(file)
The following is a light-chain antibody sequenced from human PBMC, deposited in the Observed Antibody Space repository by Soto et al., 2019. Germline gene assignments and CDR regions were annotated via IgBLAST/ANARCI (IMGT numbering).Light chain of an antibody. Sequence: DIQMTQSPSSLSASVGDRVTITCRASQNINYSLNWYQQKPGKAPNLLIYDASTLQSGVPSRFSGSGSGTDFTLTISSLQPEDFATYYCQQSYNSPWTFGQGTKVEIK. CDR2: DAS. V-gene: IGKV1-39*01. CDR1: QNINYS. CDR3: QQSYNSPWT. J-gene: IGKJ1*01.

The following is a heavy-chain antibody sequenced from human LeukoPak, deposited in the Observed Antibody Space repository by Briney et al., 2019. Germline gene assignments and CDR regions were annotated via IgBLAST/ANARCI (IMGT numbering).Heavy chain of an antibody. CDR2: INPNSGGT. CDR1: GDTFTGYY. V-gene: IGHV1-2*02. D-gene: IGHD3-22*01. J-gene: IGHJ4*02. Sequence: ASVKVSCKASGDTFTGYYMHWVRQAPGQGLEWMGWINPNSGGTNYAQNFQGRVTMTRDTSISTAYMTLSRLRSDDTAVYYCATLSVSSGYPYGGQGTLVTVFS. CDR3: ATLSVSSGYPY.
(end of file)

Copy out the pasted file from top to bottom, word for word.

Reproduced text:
The following is a light-chain antibody sequenced from human PBMC, deposited in the Observed Antibody Space repository by Soto et al., 2019. Germline gene assignments and CDR regions were annotated via IgBLAST/ANARCI (IMGT numbering).Light chain of an antibody. Sequence: DIQMTQSPSSLSASVGDRVTITCRASQNINYSLNWYQQKPGKAPNLLIYDASTLQSGVPSRFSGSGSGTDFTLTISSLQPEDFATYYCQQSYNSPWTFGQGTKVEIK. CDR2: DAS. V-gene: IGKV1-39*01. CDR1: QNINYS. CDR3: QQSYNSPWT. J-gene: IGKJ1*01.

The following is a heavy-chain antibody sequenced from human LeukoPak, deposited in the Observed Antibody Space repository by Briney et al., 2019. Germline gene assignments and CDR regions were annotated via IgBLAST/ANARCI (IMGT numbering).Heavy chain of an antibody. CDR2: INPNSGGT. CDR1: GDTFTGYY. V-gene: IGHV1-2*02. D-gene: IGHD3-22*01. J-gene: IGHJ4*02. Sequence: ASVKVSCKASGDTFTGYYMHWVRQAPGQGLEWMGWINPNSGGTNYAQNFQGRVTMTRDTSISTAYMTLSRLRSDDTAVYYCATLSVSSGYPYGGQGTLVTVFS. CDR3: ATLSVSSGYPY.